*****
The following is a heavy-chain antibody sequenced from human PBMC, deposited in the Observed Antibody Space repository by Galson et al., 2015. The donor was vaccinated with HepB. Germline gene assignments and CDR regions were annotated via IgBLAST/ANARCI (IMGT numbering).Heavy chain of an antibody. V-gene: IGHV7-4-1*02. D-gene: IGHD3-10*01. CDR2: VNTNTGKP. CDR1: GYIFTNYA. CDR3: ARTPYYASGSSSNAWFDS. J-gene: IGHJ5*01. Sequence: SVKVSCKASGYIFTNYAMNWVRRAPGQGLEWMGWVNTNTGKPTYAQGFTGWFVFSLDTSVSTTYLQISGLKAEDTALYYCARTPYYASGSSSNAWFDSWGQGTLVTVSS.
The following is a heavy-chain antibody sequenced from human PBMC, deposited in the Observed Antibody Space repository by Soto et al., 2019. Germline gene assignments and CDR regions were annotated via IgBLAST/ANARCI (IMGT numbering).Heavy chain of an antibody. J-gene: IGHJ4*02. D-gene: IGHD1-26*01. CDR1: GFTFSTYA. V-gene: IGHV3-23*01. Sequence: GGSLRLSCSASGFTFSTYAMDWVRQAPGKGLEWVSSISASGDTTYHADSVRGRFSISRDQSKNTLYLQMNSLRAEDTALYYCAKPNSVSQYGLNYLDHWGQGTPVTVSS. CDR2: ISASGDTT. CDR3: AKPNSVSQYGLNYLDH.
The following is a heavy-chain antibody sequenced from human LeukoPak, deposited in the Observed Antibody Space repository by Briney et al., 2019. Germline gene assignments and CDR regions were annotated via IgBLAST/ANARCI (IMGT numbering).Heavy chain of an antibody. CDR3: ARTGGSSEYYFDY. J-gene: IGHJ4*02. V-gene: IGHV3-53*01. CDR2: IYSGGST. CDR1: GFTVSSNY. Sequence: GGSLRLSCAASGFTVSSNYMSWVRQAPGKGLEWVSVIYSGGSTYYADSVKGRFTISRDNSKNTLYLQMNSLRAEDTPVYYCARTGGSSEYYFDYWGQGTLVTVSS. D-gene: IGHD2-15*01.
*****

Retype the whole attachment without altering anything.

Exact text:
The following is a heavy-chain antibody sequenced from human PBMC, deposited in the Observed Antibody Space repository by Galson et al., 2015. The donor was vaccinated with HepB. Germline gene assignments and CDR regions were annotated via IgBLAST/ANARCI (IMGT numbering).Heavy chain of an antibody. V-gene: IGHV7-4-1*02. D-gene: IGHD3-10*01. CDR2: VNTNTGKP. CDR1: GYIFTNYA. CDR3: ARTPYYASGSSSNAWFDS. J-gene: IGHJ5*01. Sequence: SVKVSCKASGYIFTNYAMNWVRRAPGQGLEWMGWVNTNTGKPTYAQGFTGWFVFSLDTSVSTTYLQISGLKAEDTALYYCARTPYYASGSSSNAWFDSWGQGTLVTVSS.
The following is a heavy-chain antibody sequenced from human PBMC, deposited in the Observed Antibody Space repository by Soto et al., 2019. Germline gene assignments and CDR regions were annotated via IgBLAST/ANARCI (IMGT numbering).Heavy chain of an antibody. J-gene: IGHJ4*02. D-gene: IGHD1-26*01. CDR1: GFTFSTYA. V-gene: IGHV3-23*01. Sequence: GGSLRLSCSASGFTFSTYAMDWVRQAPGKGLEWVSSISASGDTTYHADSVRGRFSISRDQSKNTLYLQMNSLRAEDTALYYCAKPNSVSQYGLNYLDHWGQGTPVTVSS. CDR2: ISASGDTT. CDR3: AKPNSVSQYGLNYLDH.
The following is a heavy-chain antibody sequenced from human LeukoPak, deposited in the Observed Antibody Space repository by Briney et al., 2019. Germline gene assignments and CDR regions were annotated via IgBLAST/ANARCI (IMGT numbering).Heavy chain of an antibody. CDR3: ARTGGSSEYYFDY. J-gene: IGHJ4*02. V-gene: IGHV3-53*01. CDR2: IYSGGST. CDR1: GFTVSSNY. Sequence: GGSLRLSCAASGFTVSSNYMSWVRQAPGKGLEWVSVIYSGGSTYYADSVKGRFTISRDNSKNTLYLQMNSLRAEDTPVYYCARTGGSSEYYFDYWGQGTLVTVSS. D-gene: IGHD2-15*01.